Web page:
While visiting his hometown of Aspen, Colo., early last year, Michael Otte, an assistant professor of aerospace engineering, decided to hike up the slopes of the iconic ski area. At the top, he discovered his old high school running and skiing buddy, Rickey Gates, who’d independently had the same idea.

They hadn’t seen each other in over a year, and Gates, now a professional endurance runner, filled Otte in on his 2017 project to run across the United States, hitting the Appalachian Trail and other famous strands of dirt.

For his part, Gates knew that Otte worked in academia, possibly something to do with robots and math. “I knew he was an extremely smart guy and had his Ph.D., but I didn’t know exactly what he did,” Gates said.

Gates shared with Otte his latest vision for an epic run: He would pound the pavement down all 1,100 miles of streets in his current home of San Francisco. As with his cross-country journey, he would write about and photograph both the physical and human terrain he encountered—a mashup of athletics and sociology.Running route in San Francisco

To Otte, it sounded more like a math problem. He realized the San Francisco project was closely related to one of his major areas of research, focused on giving autonomous robots the ability to determine optimal paths through the world.

“He asked me, ‘Do you know anything about finding efficient routes through streets?’” Otte said. “And I said, yeah, that’s exactly what I do.”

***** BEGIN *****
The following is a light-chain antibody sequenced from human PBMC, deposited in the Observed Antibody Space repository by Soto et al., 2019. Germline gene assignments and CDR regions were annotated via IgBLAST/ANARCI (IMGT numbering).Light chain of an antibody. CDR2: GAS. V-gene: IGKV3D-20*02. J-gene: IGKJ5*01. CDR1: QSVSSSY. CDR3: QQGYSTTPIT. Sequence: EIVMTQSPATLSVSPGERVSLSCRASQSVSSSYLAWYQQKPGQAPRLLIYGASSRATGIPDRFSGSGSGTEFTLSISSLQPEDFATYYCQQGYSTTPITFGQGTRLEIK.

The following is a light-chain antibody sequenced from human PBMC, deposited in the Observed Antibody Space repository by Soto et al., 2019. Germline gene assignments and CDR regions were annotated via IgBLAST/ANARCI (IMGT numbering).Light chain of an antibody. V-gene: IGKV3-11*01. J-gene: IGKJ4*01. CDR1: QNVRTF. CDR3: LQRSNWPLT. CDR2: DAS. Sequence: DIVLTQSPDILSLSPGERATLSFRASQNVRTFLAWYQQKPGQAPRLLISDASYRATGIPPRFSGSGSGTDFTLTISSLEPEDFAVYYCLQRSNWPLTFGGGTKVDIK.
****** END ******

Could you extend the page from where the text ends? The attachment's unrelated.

Otte’s immediate fascination with the project was a clue to how challenging it is to create efficient paths through complex spaces and networks. Otte told the runner it was related to an important problem in computer science and robotics known as the “Chinese postman problem,” created by a Chinese mathematician seeking to determine a perfect route for a letter carrier.

Otte offered to create a computerized algorithm to help Gates maximize his efficiency as he worked through his adopted city’s neighborhoods one by one. Gates began the run Nov. 1 and completed it on Dec. 17, averaging about 30 miles a day.

Yet Gates used the computerized route exactly as laid out on only two of the 45 days of running. The rest of the time he worked it out on a map by hand. One reason, he said, was the quality and currency of the street data. “If the map is telling you to go down this street and a construction worker is telling you to turn around, you have to find a different way,” he said.

Beyond that, a course that makes sense to a computer because it’s efficient in terms of mileage isn’t always the most enjoyable route for a human, said Gates, who plans to write a book about the run. (He’s currently at work on one about his cross-country experience.)

But that’s fine, Otte said; He was glad to collaborate with Gates on this problem, which pushed him in some new directions, and an academic paper describing the results is in the works.

“Having Rickey follow the algorithm's routes exactly was kind of a ‘reach’ goal," Otte said. "But our mutual obsession with the route tour problem lead to a number of cool insights that will hopefully be useful in a variety of research domains.”